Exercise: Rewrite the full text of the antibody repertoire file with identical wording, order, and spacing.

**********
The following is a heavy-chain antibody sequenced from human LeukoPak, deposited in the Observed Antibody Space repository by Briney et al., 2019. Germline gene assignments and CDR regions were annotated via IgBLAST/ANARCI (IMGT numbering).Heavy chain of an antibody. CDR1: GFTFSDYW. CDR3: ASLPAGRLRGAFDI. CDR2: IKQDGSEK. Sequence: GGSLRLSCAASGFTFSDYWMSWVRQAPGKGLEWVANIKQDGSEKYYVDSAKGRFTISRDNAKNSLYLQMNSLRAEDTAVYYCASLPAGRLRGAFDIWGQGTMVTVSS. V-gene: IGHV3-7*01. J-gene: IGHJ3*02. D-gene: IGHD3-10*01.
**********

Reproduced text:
The following is a heavy-chain antibody sequenced from human LeukoPak, deposited in the Observed Antibody Space repository by Briney et al., 2019. Germline gene assignments and CDR regions were annotated via IgBLAST/ANARCI (IMGT numbering).Heavy chain of an antibody. CDR1: GFTFSDYW. CDR3: ASLPAGRLRGAFDI. CDR2: IKQDGSEK. Sequence: GGSLRLSCAASGFTFSDYWMSWVRQAPGKGLEWVANIKQDGSEKYYVDSAKGRFTISRDNAKNSLYLQMNSLRAEDTAVYYCASLPAGRLRGAFDIWGQGTMVTVSS. V-gene: IGHV3-7*01. J-gene: IGHJ3*02. D-gene: IGHD3-10*01.